• Timeline
    • Began in 1920s
    • Debate over role of newspapers and radio,1930s
    • Op-ed pages become popular in 1950s
literary new journalism
Literary (New) Journalism
  • Fictional storytelling techniques applied to nonfictional material
  • Timeline
    • Originated in 1930s–40s
    • Gained popularity in 1960s (Rolling Stone)
  • Journalists working in this tradition include:
    • Tom Wolfe, Norman Mailer, Hunter Thompson, Jon Krakauer, Adrian Nicole LeBlanc
technology age changes
Technology Age Changes
  • USA Today (1982)
    • First newspaper to use color
    • Mimics broadcast by using brief news items
    • Writers use present tense for immediacy
online technology changes
Online Technology Changes
  • Online journalism reshapes news process
    • Readers find news through sites like Google
    • Real time updates
    • Stories stay in public eye longer
    • Trivial stories get more emphasis
categorizing news and u s newspapers
Categorizing News And U.S. Newspapers
  • Smaller local papers
    • Focus on consensus
    • Promote social, economic harmony in community
    • Publish weekly
    • Use consensus-oriented journalism
  • Regional and national papers
    • Use conflict-oriented journalism
    • Front-page news defined as events, issues, or experiences deviating from social norms
ethnic and minority newspapers
Ethnic and Minority Newspapers
  • African American
    • Freedom’s Journal (1827–1829), Amsterdam News, ChicagoDefender
  • Spanish language
    • New York’s El Diario–La Prensa merged with Los Angeles’ La Opinión to createImpreMedia.
  • Asian American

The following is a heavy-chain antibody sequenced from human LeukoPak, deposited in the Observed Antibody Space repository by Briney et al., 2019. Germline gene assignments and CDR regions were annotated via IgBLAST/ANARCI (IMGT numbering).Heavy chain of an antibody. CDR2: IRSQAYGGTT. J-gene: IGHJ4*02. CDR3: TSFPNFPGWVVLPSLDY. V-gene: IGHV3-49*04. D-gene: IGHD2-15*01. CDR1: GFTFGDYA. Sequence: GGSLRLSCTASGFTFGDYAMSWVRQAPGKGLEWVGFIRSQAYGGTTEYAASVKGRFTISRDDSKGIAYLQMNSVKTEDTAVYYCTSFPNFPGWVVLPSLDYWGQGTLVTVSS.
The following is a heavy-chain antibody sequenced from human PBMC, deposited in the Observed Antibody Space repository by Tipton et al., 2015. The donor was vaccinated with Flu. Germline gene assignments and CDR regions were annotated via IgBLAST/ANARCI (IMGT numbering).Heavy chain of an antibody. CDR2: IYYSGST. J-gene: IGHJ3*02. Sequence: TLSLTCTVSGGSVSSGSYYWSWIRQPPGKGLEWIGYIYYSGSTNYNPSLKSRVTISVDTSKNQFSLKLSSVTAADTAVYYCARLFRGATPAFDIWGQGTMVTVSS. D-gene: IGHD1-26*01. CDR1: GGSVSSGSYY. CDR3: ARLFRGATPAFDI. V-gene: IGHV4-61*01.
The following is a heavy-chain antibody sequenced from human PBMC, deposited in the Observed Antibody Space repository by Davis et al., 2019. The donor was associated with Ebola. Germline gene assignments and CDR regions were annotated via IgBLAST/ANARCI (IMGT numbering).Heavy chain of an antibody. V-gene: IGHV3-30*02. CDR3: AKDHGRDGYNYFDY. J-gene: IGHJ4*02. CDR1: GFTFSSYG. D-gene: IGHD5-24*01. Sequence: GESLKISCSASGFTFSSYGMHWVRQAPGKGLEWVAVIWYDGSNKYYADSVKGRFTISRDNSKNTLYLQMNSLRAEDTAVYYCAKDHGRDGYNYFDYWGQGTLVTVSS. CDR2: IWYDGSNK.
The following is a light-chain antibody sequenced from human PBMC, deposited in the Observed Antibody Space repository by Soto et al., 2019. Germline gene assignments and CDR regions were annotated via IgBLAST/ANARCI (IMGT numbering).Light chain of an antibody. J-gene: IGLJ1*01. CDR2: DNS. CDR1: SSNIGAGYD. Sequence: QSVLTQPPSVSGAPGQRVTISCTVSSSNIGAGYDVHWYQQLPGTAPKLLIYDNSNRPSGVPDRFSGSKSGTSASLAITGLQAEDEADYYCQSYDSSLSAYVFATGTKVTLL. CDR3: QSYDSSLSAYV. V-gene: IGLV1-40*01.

• Sing Tao Daily serves Chinese immigrants nationwide.
ethnic and minority newspapers cont
Ethnic and Minority Newspapers (cont.)
  • Native American
    • Cherokee Phoenix (1828), Native American Times
  • Arab American
    • Arab American News, Aramica
the underground press
The Underground Press
  • Inspired by
    • socialists, intellectuals from 1930s, 1940s
    • New wave of critics and artists in the 1960s
  • Mid to late 1960s saw explosion in alternative newspapers
    • Critiqued government and social institutions
    • Challenged mainstream depictions of news
    • Village Voice: most enduring alternative paper
economics money in
Economics: Money In
  • Majority of revenues derived from advertising
    • Large dailies devote one-half to two-thirds of pages to ads.
    • Ads range from expensive full-page spreads to classifieds.
    • Newshole refers to space left for front-page news, regional stories, features.
economics money out
Economics: Money Out
  • Salaries and wages for staff
    • Economic downturn and industry consolidation have caused layoffs
    • Staff expected to do more jobs
    • Independent bureaus are closing
  • Wire services
  • Feature syndicates
challenges facing newspapers
Challenges Facing Newspapers
  • Declining readership
  • Decreasing number of cities with competing daily newspapers
    • Joint operating agreements (JOA)
  • Newspaper chains
    • Rupert Murdoch’s News Corp. multinational
    • Congress exploring nonprofit models to keep papers alive
challenges facing newspapers cont
Challenges Facing Newspapers (cont.)
  • Going digital
    • By 2010, more newspapers moving bulk of operation online, while dramatically decreasing news staff
    • Some print papers folding
  • Rising blogs
    • Now considered major source of news that rivals print papers
  • Competing citizen journalists
newspapers in a democratic society
Newspapers in a Democratic Society
  • The survival of a free press is not certain
    • As more newspapers fold or consolidate, what will fill this void?
    • Where will citizens outside of the mainstream obtain information vital to them?
    • How will diverse opinions and ideas be heard?
slide27
“…Reporting is absolutely an essential thing for democratic self-government. Who’s going to do it? Who’s going to pay for the news? If newspapers fall by the wayside, what will we know?”*

*John Carroll, “News War, Part 3,” Frontline, PBS, February 27, 2007, http://www.pbs.org/wgbh/pages/frontline/ newswar/etc/script3.html.